As the temperatures warm up, I love being outside. For us, being outside usually means working outside because the one thing missing at the farm is a good outdoor living or dining area. But Sarah has a great spot at her home in Illinois. She and her husband Steve recently tackled a project that upgraded a key feature of that area–the dining table. Read on to see the results. Spoiler alert, they’re pretty amazing.
One of the favorite spots in our yard is our deck. Several days a week we head there as soon as we get home from work and have a drink and discuss the day and throw the ball for Blitz. It’s also the spot we head to after a full day of sweaty yard work. We have a nice awning to sit under and a patio table and chair set to relax in.
However, the table was starting to show some wear. It is a metal frame and had two inset panels that were supposed to resemble slate or some type of stone. I am sure when it was new it looked very nice, but over the years the compressed material that made up the fake slate absorbed water and warped. It got to the point where we could not set a glass on it without it falling over. So we started talking about how we could replace it.
I wish I had taken a good before picture but here are the fake slabs that we took out of the table.
Our first thought was to put a thin board in the recessed area and then to tile it. I think that would have looked very nice, but our concern was how much weight it would add to the table. It is not a light table to start with, and we move it into our pole barn every winter to try to help it last longer. Plus, the backing for the tile would have to be pretty thick to hold up the tiles, and we didn’t know if there would be enough room for the backing, the thin set and the tile in the recessed area without really altering the table.
One day when we were looking for something in the barn, Steve saw a pile of old tongue and groove barn wood. He grabbed a measuring tape and said that it was even the right thickness for the area in the table. We talked about if we stained it dark and added some polyurethane, it might look kind of nice in the table.
We removed the fake slate and measured the barn wood to fit in the section of the table. Since it was tongue and groove the boards fit nicely together. Steve did have to add an extra piece of metal across underneath since we were now using several different boards instead of one slab.
With a nice coat of stain, we were pretty happy with the results.
Then we started talking about the two-part epoxy that we see on home improvement shows. I did a little research online and made a quick Amazon purchase. Two days later this arrived.
This is where I should tell you, this post is not sponsored. I paid full price for this kit. Famowood does not know that I exist. I chose this brand because of reviews I have read. I have not tried any other brands to compare.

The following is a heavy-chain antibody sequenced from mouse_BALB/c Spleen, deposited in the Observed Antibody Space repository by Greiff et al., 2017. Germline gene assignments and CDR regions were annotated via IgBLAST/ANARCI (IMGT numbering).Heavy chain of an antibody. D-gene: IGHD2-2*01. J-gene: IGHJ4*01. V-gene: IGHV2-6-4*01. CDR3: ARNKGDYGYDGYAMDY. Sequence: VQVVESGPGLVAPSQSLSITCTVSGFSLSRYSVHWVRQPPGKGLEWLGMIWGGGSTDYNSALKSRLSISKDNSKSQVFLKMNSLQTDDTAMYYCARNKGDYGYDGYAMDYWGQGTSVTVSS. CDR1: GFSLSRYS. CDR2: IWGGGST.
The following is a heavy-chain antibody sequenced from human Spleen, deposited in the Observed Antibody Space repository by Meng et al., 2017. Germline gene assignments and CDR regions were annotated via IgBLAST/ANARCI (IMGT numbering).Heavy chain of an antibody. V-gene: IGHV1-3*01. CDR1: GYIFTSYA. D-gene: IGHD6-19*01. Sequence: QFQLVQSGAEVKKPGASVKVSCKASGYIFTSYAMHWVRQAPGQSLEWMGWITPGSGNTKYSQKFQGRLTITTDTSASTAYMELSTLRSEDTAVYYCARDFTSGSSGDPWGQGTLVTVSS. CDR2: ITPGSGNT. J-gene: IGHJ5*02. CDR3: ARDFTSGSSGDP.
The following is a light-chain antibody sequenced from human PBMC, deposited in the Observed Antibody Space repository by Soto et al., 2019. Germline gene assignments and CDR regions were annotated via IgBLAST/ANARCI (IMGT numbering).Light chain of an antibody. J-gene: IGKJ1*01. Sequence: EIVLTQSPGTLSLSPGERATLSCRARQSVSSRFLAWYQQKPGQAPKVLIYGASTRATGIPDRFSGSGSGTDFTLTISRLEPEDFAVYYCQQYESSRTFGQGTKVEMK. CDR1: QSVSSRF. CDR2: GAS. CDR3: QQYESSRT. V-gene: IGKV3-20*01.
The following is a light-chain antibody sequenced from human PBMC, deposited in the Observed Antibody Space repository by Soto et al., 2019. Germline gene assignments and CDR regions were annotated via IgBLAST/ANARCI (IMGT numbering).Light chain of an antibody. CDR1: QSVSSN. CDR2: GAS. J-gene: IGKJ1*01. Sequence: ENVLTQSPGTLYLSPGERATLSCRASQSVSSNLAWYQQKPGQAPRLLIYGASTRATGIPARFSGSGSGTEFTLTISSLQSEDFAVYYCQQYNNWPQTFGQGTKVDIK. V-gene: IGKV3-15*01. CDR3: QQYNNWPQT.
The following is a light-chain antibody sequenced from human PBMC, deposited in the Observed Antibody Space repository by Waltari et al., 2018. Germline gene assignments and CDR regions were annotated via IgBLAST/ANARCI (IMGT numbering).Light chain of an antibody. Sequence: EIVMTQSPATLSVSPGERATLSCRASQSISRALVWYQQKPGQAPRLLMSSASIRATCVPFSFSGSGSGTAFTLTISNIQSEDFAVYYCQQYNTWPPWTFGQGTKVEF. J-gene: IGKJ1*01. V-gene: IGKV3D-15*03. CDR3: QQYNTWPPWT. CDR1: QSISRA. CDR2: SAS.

We had to do a little prep to the table to pour the epoxy over it. There were small gaps and cracks and holes that we had to fill in so that the epoxy did not run out. We weren’t worried about anything staying in place permanently. Basically it just had to stay in place until the epoxy dried. So we just used some of the already opened tubes of caulk that we had sitting around and filled all of the gaps underneath. So it’s not pretty, but it won’t be seen.
The reviews that I read stressed to follow the directions exactly. So we did exactly what they said. We added equal amounts of part A and part B and stirred for six minutes, then put it in a new container and stirred for another six minutes.
My biggest concern was trapping bubbles in the epoxy. No matter how careful we were when we stirred, there were lots of bubbles in it. What I read online suggested using a heat gun to draw the bubbles to the surface.
Steve and I worked together at a quick pace because we didn’t know how much time we would have before it started setting up. So I didn’t get any pictures of this stage. I definitely recommend two people working a project of this size, especially if you do it in warmer weather. The day we chose to pour was cool so we had a little more time, but we still worked quickly. We used a squeegee to move the epoxy around and the heat gun to remove the air bubbles.
We had put newspaper down thankfully, because even with the caulk we had several drips. The instructions suggested pouring a thin coat first if you were pouring over wood. The wood was likely to release more bubbles into your epoxy. So we poured a first coat, waited the recommended hours then poured a second coat.
I think the final result speaks for itself.
We could not be happier with our table. I am so proud of the job we did and I can’t wait to come home each day and sit and admire it.
I want to call a few points to your attention.
1. We chose to stop adding epoxy at the point we did, and it did not fill all of the grooves between the boards. We liked this look, but I am sure if you wanted it to be completely smooth, a third coat would have filled everything in.
2. The epoxy kit we chose said NOT for exterior use. We know this. There is an awning over the patio that will shield most sun and rain and like I said, we take the table inside every fall. If you are looking to do a similar project keep this in mind and maybe look for a kit for exterior use if you are concerned with that.
3. Also, read the directions completely and have all of your tools (mixing cups, stir sticks, tape, squeegee, heat gun, etc.) ready when you start. There is a time limit to this product and you don’t want to waste time running around trying to remember where you put the heat gun.
Holy moly. What a transformation, Sarah. I’ve heard so much about epoxy, but I’ve never used it. Your results are really impressive. I like the addition of the barn wood. It’s great you were able to use material that you had already and extend the life of your table. I’m sure you’re enjoying your evenings on the deck even more now.